Monday, December 20, 2010

"I Can Never Go Home Anymore" (1965)

17. Shangri-Las, "I Can Never Go Home Anymore" (Nov. 20, 1965, #6)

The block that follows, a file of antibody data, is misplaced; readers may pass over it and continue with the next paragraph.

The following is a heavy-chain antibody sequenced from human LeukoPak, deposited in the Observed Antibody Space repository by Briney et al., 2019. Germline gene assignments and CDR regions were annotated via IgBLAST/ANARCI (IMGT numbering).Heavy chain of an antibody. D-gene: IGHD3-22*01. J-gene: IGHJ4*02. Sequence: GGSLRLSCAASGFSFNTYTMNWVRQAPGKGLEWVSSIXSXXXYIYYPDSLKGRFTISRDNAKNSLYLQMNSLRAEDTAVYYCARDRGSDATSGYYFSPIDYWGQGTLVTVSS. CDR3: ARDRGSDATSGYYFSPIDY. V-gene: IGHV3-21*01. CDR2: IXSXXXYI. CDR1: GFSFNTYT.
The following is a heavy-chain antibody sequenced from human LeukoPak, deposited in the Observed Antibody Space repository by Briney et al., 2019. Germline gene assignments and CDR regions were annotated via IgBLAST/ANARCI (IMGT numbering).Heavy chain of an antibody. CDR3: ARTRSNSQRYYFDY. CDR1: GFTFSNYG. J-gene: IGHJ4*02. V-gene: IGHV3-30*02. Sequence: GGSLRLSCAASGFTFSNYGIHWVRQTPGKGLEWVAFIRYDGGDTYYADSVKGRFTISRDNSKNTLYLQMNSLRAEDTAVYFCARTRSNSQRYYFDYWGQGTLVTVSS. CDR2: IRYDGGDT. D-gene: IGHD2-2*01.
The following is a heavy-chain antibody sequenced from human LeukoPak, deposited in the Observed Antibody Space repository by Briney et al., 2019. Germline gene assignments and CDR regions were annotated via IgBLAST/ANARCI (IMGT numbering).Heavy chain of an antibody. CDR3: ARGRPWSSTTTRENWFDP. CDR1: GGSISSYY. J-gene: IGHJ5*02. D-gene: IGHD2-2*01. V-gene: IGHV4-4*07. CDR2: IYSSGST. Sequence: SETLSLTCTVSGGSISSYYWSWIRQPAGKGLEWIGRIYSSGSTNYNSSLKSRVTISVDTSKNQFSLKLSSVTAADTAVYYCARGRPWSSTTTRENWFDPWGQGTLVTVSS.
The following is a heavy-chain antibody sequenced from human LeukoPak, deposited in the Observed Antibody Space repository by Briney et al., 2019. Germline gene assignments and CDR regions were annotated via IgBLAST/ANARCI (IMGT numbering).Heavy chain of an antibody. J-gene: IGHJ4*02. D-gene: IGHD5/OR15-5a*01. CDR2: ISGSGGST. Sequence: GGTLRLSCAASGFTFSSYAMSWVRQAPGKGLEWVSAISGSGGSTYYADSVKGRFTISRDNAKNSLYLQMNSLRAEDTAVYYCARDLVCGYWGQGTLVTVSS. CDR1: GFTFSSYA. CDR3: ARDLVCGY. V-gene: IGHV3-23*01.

The Shangri-Las, composed of two sets of sisters out of Queens, New York, who came across as perhaps just slightly more JD than anything in the Phil Spector stable, are probably best known and remembered for their biggest hit, 1964's "Leader of the Pack," a novelty that doesn't wear particularly well after 45+ years, even the camp flounce that can occasionally seem rather charming (e.g., "Yes, we see!"). A couple of others actually represent them much, much better: the sultry "Remember (Walkin' in the Sand)," first, which is approximately 110% pure raw teen sex. And this overripe, entirely effective morality tale, all tarted up as a little opera compressed into just over three minutes. Packed to the gills with extravagant flourishes and asides, none miss their mark, and all hit very hard. The story is an eternal one, as bold in its strokes as it is simple: told in the first person, the girl loves the boy, the girl's mother forbids the love, the girl runs away, the mother takes sick and die. And now, [title]. The small points tell: the sheer dynamics that shuttle between soft and harsh. The hushed, urgent entreaty at the start: "Listen / Does this sound familiar?" The strings and backing vocals that layer through and swell like frosting in a slice of cake, continually counterpointing the narrative. The way the vocal dips toward the mic on, "I was sure I was right." The lullaby that comes from nowhere and drives the dagger home. The haunting cry of "Mama!" And the killing choke at the end. Those unprepared for the wallop here can find themselves taken apart by this song—it's happened to me. There's a case to be made that this is the finest moment of a good many ever for producer/songwriter Shadow Morton.

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